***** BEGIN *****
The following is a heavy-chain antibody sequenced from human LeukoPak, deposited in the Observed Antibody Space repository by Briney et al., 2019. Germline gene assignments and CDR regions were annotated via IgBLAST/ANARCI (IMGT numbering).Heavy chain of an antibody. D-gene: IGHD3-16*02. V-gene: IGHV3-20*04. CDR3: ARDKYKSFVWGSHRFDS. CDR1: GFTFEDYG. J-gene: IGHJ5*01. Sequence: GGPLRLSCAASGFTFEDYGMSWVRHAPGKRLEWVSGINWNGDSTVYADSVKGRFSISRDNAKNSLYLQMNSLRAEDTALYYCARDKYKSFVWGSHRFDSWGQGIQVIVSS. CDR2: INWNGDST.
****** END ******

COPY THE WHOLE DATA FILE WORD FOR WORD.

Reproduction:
The following is a heavy-chain antibody sequenced from human LeukoPak, deposited in the Observed Antibody Space repository by Briney et al., 2019. Germline gene assignments and CDR regions were annotated via IgBLAST/ANARCI (IMGT numbering).Heavy chain of an antibody. D-gene: IGHD3-16*02. V-gene: IGHV3-20*04. CDR3: ARDKYKSFVWGSHRFDS. CDR1: GFTFEDYG. J-gene: IGHJ5*01. Sequence: GGPLRLSCAASGFTFEDYGMSWVRHAPGKRLEWVSGINWNGDSTVYADSVKGRFSISRDNAKNSLYLQMNSLRAEDTALYYCARDKYKSFVWGSHRFDSWGQGIQVIVSS. CDR2: INWNGDST.